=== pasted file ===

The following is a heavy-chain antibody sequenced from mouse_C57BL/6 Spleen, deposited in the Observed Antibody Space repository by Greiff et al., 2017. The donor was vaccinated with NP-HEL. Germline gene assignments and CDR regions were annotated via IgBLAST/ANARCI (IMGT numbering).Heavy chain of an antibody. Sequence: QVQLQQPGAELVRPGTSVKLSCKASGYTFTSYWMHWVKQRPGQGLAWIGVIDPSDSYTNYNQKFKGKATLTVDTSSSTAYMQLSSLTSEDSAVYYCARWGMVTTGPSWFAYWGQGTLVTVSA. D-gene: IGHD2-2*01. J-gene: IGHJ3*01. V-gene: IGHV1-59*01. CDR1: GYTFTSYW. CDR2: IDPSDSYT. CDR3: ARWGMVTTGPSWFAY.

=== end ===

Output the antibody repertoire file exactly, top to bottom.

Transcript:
The following is a heavy-chain antibody sequenced from mouse_C57BL/6 Spleen, deposited in the Observed Antibody Space repository by Greiff et al., 2017. The donor was vaccinated with NP-HEL. Germline gene assignments and CDR regions were annotated via IgBLAST/ANARCI (IMGT numbering).Heavy chain of an antibody. Sequence: QVQLQQPGAELVRPGTSVKLSCKASGYTFTSYWMHWVKQRPGQGLAWIGVIDPSDSYTNYNQKFKGKATLTVDTSSSTAYMQLSSLTSEDSAVYYCARWGMVTTGPSWFAYWGQGTLVTVSA. D-gene: IGHD2-2*01. J-gene: IGHJ3*01. V-gene: IGHV1-59*01. CDR1: GYTFTSYW. CDR2: IDPSDSYT. CDR3: ARWGMVTTGPSWFAY.